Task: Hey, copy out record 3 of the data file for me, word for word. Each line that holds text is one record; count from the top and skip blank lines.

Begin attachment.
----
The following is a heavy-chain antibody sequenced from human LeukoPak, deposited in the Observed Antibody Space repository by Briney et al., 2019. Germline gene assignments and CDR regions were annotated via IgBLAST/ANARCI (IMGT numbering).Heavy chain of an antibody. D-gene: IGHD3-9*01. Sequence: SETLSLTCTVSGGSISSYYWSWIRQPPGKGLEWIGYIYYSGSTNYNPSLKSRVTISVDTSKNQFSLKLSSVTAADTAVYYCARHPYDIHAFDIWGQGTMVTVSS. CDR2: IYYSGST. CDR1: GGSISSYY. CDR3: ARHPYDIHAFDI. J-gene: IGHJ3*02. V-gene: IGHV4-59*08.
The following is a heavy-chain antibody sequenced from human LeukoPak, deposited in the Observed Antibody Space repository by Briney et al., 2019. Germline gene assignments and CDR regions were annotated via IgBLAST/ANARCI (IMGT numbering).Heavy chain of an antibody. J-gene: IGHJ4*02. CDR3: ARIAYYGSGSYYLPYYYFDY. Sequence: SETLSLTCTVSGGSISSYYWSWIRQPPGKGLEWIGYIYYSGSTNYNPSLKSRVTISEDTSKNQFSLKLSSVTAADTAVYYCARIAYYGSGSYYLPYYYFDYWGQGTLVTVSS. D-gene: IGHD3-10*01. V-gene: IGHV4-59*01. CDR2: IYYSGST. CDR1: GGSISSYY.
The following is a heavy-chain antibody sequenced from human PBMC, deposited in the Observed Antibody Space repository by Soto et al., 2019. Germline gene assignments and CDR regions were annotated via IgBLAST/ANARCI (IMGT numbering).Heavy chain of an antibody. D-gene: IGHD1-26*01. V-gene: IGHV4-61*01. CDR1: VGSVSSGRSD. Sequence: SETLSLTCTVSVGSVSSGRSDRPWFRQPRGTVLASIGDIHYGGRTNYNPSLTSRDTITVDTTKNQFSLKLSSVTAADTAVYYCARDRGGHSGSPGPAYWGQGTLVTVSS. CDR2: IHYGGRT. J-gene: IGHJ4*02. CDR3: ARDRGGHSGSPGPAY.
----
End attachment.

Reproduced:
The following is a heavy-chain antibody sequenced from human PBMC, deposited in the Observed Antibody Space repository by Soto et al., 2019. Germline gene assignments and CDR regions were annotated via IgBLAST/ANARCI (IMGT numbering).Heavy chain of an antibody. D-gene: IGHD1-26*01. V-gene: IGHV4-61*01. CDR1: VGSVSSGRSD. Sequence: SETLSLTCTVSVGSVSSGRSDRPWFRQPRGTVLASIGDIHYGGRTNYNPSLTSRDTITVDTTKNQFSLKLSSVTAADTAVYYCARDRGGHSGSPGPAYWGQGTLVTVSS. CDR2: IHYGGRT. J-gene: IGHJ4*02. CDR3: ARDRGGHSGSPGPAY.